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I'd like to help but my command of English is only so so, I am a dum-dum, and I am tired -- so night night. – alfreema Jan 11 at 4:22
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The phenomenon @Mitch is describing ("dive dive") is called "contrastive focus reduplication". The phenomenon OP describes seems to generally be called "mimetic reduplication" when talking about Japanese, and "onomatopoeic reduplication" when talking about other languages (e.g. the examples cited in JEL's answer). This contrasts in Japanese with pluralizing reduplication as in Japanese 人々 hitobito <person person> "people". – senshin Jan 11 at 4:35
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Answered here. – Edwin Ashworth Jan 11 at 10:21
up vote 38 down vote accepted

The general English term in linguistics for such repetitions is 'reduplication':

re·du·pli·ca·tion n.
....
3. Linguistics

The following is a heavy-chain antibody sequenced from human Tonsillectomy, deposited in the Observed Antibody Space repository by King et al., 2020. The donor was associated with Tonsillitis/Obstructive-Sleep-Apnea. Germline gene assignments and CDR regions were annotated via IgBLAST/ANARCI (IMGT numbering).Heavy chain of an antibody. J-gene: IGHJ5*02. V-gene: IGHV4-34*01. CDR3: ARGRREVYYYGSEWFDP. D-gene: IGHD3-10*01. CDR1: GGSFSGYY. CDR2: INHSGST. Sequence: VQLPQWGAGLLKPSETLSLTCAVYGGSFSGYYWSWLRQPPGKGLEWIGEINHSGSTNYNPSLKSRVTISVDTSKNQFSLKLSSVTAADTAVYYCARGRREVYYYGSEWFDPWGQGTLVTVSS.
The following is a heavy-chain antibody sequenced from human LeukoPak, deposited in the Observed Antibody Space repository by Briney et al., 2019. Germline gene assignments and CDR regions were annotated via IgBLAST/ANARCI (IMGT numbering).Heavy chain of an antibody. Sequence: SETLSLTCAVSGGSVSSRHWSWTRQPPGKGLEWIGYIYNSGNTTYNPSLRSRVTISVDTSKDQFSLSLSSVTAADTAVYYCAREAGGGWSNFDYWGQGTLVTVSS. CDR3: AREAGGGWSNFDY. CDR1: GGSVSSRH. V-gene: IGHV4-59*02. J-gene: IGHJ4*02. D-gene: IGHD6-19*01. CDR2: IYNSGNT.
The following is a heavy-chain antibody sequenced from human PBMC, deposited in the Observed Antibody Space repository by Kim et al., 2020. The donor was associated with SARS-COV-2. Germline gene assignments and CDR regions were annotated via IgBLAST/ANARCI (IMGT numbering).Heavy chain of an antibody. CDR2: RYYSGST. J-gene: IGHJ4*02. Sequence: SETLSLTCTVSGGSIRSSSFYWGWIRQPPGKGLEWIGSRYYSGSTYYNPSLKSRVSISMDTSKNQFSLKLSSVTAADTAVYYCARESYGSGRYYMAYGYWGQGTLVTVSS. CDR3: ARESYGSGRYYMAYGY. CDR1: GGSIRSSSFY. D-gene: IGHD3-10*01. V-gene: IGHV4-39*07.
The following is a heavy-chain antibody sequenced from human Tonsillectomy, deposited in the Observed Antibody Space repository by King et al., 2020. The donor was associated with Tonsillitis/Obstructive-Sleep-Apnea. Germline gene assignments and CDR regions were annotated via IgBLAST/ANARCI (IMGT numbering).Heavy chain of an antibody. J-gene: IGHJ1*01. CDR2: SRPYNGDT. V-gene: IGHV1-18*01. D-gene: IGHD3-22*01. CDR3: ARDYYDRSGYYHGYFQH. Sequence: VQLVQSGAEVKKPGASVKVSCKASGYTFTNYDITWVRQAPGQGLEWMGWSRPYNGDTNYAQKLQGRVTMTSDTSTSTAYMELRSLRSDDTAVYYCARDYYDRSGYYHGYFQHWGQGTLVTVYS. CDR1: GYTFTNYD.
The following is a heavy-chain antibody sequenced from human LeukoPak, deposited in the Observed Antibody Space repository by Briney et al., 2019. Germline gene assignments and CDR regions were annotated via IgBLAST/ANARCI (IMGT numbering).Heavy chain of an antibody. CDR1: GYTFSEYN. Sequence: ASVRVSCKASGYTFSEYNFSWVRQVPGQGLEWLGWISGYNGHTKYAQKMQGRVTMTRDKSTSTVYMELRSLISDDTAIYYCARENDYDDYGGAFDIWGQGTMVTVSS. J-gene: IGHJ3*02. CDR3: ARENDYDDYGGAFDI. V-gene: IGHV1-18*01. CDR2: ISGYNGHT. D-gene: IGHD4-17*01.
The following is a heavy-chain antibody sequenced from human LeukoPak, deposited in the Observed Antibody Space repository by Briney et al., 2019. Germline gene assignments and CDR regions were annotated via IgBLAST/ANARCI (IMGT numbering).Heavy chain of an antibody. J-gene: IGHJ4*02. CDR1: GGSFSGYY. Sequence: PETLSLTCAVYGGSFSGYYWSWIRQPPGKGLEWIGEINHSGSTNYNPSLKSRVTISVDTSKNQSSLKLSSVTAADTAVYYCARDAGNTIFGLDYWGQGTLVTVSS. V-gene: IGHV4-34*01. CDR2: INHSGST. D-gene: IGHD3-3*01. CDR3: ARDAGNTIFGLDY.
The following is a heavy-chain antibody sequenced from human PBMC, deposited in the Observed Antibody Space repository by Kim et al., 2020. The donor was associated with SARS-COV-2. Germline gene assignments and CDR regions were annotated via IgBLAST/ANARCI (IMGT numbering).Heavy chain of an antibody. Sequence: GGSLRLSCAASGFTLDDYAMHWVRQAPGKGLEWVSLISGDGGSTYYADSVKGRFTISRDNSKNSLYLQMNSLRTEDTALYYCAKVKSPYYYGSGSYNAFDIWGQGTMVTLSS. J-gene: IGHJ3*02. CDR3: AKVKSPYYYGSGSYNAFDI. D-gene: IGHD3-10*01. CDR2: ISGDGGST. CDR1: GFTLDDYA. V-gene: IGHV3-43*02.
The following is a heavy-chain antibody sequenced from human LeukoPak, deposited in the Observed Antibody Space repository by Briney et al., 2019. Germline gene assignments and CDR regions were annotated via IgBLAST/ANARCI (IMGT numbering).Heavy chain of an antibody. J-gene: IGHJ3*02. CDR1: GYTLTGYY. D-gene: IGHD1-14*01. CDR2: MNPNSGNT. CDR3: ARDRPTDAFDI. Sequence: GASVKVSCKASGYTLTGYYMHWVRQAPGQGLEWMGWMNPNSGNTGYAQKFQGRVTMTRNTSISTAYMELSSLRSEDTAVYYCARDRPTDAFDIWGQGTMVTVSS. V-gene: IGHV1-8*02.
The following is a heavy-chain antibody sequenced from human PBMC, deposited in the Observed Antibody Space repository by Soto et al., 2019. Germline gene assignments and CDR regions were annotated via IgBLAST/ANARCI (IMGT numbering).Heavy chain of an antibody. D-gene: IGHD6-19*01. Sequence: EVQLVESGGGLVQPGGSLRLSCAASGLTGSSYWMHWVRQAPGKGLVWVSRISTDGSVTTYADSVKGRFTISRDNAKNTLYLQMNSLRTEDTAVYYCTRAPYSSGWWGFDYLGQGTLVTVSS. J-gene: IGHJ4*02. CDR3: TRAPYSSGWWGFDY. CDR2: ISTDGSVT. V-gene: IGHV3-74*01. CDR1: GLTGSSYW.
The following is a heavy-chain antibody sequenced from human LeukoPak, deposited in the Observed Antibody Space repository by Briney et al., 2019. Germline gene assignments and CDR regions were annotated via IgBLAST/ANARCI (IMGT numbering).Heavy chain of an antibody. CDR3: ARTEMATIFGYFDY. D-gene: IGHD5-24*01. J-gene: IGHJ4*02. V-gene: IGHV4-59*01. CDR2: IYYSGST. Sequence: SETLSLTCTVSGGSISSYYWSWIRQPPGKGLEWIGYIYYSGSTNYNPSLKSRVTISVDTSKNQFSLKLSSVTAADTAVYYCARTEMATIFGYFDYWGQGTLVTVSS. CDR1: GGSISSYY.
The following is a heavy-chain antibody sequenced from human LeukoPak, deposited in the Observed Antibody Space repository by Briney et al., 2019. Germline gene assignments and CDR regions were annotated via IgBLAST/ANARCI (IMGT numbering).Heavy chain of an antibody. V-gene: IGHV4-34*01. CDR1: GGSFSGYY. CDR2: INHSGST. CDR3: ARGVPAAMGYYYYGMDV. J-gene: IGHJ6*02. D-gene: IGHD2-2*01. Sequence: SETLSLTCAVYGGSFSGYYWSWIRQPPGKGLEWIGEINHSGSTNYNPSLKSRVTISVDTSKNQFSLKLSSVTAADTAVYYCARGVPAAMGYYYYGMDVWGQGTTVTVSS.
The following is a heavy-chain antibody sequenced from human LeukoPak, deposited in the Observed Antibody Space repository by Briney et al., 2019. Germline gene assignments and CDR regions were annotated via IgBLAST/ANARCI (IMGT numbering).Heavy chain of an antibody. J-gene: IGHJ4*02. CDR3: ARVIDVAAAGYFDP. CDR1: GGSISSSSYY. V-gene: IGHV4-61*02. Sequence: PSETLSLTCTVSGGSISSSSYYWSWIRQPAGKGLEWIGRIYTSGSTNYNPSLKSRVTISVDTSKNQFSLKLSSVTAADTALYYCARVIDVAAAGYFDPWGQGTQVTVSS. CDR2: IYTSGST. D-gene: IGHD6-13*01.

a. A word formed by or containing a reduplicated element.
b. The added element in a word form that is reduplicated.

[reduplication. (n.d.) American Heritage® Dictionary of the English Language, Fifth Edition. (2011). Retrieved January 10 2016 from http://www.thefreedictionary.com/reduplication .]

In English, I was able to uncover approximately 75 exact (that is, the repetition is of the entire word, rather than of parts of the word) reduplicative verbs and nouns. Here are some examples:

  • boo-boo, n.
  • jaw-jaw, n. and v.
  • ju-ju, n.
  • la-la, v.
  • no-no, n. and adj.
  • tum-tum, n.
  • yé-yé or yeah-yeah, adj. or n.
  • yum-yum, n.

Exact reduplicative adverbs were fewer:

  • flaunt-a-flaunt, adv. (also quasi-n.; obsolete; said to be onomatopoeic)
  • chop-chop, adv. (and int.)
  • now-now, adv.
  • one-one, adv.
  • piano piano, adv. (also as one word)